Glowbelly Steamboat by Tan Lun Cheak


Glowbelly Steamboat by Tan Lun Cheak

Singaporean designer Tan Lun Cheak of Little Thoughts Group has created a glass table lamp that can be used to cook food.

Glowbelly Steamboat by Tan Lun Cheak

Called Glowbelly Steamboat, the components of the lamp can be reconfigured to form a hot pot or steamboat, where food is cooked at the table by dipping it into a simmering pot of stock.

Glowbelly Steamboat by Tan Lun Cheak

Made from pyroceramic glass, the product can be placed directly over a small portable stove on the table.

Glowbelly Steamboat by Tan Lun Cheak

The project is on show as part of an exhibition entitled Imprints: Designing for Memories at the National Museum of Singapore.

See our report on food and design »

Here's a further explanation from the designer:

Glowbelly Steamboat- Design by Tan Lun Cheak for World Kitchen
Part of the’ Imprints: Designing from Memories’ held at the National Museum of Singapore by the Little Thoughts Group.

Once a year on Chinese New Year, the steamboat will take center stage at the dining table during our family reunion dinner. Without fail, the steamboat is always surrounded by family, good food, laughter and love.

It is around the steamboat that I learnt about family values, respect and filial piety. The steamboat holds fond memories for me. And it has grown to represent everything that epitomizes the spirit of family bonding.

GlowBelly is a steamboat that when not used for cooking or dining, can be flipped around to function as a beautiful lamp; encouraging the joyful memories of past reunion dinners to continue to glow and is an ever-present reminder of the values and ingredients that go into making a happy family.

The design is to be made from pyro-ceramics, which is a special glass used for cookware. It is able to withstand extreme temperature changes, allowing it to be used in the freezer and directly onto the stove and in the oven. GlowBelly is currently being patented by World Kitchen.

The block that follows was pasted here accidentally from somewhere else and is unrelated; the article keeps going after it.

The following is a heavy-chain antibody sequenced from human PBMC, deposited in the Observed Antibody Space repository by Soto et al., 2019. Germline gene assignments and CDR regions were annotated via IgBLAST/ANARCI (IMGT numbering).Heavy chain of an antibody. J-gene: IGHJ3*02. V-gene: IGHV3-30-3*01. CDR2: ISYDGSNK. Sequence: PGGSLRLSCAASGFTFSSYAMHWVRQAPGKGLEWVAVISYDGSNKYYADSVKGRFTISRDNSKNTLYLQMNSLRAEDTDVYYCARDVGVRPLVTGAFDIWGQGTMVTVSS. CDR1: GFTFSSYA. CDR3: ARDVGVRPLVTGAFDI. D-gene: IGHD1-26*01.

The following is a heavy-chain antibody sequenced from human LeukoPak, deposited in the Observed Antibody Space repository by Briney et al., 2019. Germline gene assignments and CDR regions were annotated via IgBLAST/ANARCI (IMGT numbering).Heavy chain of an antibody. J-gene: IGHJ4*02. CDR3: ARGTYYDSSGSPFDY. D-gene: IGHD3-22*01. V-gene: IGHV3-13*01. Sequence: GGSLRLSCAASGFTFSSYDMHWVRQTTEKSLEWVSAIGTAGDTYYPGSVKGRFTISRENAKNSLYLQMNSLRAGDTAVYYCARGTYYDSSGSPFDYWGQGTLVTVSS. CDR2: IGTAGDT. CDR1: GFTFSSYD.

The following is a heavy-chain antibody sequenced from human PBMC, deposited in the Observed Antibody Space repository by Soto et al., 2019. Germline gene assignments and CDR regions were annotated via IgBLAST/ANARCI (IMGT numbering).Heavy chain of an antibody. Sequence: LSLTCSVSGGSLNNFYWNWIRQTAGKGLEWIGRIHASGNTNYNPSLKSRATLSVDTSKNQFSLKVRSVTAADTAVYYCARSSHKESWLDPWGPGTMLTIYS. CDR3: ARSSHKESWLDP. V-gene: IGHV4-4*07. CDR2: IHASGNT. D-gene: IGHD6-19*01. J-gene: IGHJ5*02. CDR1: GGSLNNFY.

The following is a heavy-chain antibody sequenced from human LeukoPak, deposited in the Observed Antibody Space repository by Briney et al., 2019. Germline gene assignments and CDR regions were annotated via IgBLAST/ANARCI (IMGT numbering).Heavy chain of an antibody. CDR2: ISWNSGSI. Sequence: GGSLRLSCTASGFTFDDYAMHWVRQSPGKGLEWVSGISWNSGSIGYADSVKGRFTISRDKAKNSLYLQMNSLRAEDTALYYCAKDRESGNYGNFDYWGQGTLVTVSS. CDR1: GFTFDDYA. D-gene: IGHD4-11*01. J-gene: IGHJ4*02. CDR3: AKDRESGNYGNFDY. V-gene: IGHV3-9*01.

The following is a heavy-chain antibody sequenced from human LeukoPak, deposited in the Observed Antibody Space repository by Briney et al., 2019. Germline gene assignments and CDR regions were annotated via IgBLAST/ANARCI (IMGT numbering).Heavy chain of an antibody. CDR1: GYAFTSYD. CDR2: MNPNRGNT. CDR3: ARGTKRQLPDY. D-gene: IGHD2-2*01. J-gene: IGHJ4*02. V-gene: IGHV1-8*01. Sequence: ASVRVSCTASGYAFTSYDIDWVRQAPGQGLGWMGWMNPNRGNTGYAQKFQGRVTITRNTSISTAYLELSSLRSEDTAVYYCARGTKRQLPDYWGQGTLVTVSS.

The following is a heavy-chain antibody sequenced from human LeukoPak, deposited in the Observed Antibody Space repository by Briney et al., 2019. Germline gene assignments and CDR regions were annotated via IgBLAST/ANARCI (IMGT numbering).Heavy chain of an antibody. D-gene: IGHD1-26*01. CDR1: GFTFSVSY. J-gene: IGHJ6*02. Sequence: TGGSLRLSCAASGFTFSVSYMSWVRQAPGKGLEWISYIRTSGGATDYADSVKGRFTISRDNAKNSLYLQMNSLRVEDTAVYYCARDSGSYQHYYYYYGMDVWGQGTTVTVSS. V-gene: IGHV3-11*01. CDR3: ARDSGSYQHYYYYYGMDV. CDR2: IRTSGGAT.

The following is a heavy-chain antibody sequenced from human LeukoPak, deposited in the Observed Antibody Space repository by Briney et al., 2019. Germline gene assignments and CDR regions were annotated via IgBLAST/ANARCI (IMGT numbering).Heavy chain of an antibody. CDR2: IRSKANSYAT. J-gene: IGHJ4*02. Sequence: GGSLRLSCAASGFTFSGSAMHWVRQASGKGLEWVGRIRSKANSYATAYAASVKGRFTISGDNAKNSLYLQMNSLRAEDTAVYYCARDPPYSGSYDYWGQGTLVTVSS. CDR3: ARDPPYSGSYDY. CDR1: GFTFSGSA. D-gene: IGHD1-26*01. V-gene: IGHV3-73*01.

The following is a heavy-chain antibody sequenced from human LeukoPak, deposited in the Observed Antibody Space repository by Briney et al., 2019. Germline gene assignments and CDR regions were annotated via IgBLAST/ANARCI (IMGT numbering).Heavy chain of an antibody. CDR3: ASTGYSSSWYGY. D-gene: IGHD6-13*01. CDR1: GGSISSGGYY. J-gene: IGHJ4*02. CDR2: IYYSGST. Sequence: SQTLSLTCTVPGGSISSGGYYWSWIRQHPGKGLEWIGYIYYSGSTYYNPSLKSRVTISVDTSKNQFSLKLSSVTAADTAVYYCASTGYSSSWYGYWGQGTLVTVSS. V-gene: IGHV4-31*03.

The GlowBelly Steamboat design is dedicated to my Grandmother.

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Posted on Thursday December 9th 2010 at 12:40 pm by . Copyright policy | Comments policy

  • Richard

    think of all the grease that would stick on the inside of the glass pot. The lamp would go opaque and might smell of beef stock.

  • voila

    ooooops: won't work with energy saving light bulbs

  • Grandma would be proud.

  • Hkeh

    Why would I wanna cook (of all things) with my "designer lamp"…??

  • I think most people would be into the novelty of what the lamp can do rather than actually putting it to use.

  • Romain

    Where cleaning is involved, I trust design savvy consumers own dish washers ( if not, stop spending money on frivolous lamps and buy a dish washer with the savings).

    Which begs the question "is the bulb naked while the whole lamp-shade / high-concept-cooking-pot is in the wash ?"

    I'd love to read the brief that lead to this little surrealist gem. (confrontation between the product shots and the nice family dinner got me smiling as well)

  • rxxxky

    it looks good, but the meaning behind is a bit… im a chinese . That hotpot is NOT any thing traditionally meaningful like it mentions, neither a tradition for chinese new year bro.